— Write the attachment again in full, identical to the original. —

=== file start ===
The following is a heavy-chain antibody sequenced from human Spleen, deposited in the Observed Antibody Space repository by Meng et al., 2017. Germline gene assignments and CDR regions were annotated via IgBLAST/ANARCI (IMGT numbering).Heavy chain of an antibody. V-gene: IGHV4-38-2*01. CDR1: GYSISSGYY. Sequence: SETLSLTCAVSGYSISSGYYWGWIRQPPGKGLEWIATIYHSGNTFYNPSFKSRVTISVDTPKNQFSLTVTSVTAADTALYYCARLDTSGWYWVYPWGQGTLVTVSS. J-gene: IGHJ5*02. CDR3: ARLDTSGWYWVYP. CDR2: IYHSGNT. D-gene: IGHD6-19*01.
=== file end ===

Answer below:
The following is a heavy-chain antibody sequenced from human Spleen, deposited in the Observed Antibody Space repository by Meng et al., 2017. Germline gene assignments and CDR regions were annotated via IgBLAST/ANARCI (IMGT numbering).Heavy chain of an antibody. V-gene: IGHV4-38-2*01. CDR1: GYSISSGYY. Sequence: SETLSLTCAVSGYSISSGYYWGWIRQPPGKGLEWIATIYHSGNTFYNPSFKSRVTISVDTPKNQFSLTVTSVTAADTALYYCARLDTSGWYWVYPWGQGTLVTVSS. J-gene: IGHJ5*02. CDR3: ARLDTSGWYWVYP. CDR2: IYHSGNT. D-gene: IGHD6-19*01.